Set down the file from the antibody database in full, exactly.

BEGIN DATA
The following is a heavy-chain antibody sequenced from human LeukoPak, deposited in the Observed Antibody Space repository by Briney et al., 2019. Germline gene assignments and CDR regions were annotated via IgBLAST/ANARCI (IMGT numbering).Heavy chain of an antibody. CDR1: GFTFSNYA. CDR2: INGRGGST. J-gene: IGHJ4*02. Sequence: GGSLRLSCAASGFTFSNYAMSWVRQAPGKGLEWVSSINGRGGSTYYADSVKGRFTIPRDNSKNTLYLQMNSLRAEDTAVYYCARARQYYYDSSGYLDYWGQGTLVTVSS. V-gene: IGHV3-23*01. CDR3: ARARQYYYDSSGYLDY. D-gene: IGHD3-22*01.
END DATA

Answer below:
The following is a heavy-chain antibody sequenced from human LeukoPak, deposited in the Observed Antibody Space repository by Briney et al., 2019. Germline gene assignments and CDR regions were annotated via IgBLAST/ANARCI (IMGT numbering).Heavy chain of an antibody. CDR1: GFTFSNYA. CDR2: INGRGGST. J-gene: IGHJ4*02. Sequence: GGSLRLSCAASGFTFSNYAMSWVRQAPGKGLEWVSSINGRGGSTYYADSVKGRFTIPRDNSKNTLYLQMNSLRAEDTAVYYCARARQYYYDSSGYLDYWGQGTLVTVSS. V-gene: IGHV3-23*01. CDR3: ARARQYYYDSSGYLDY. D-gene: IGHD3-22*01.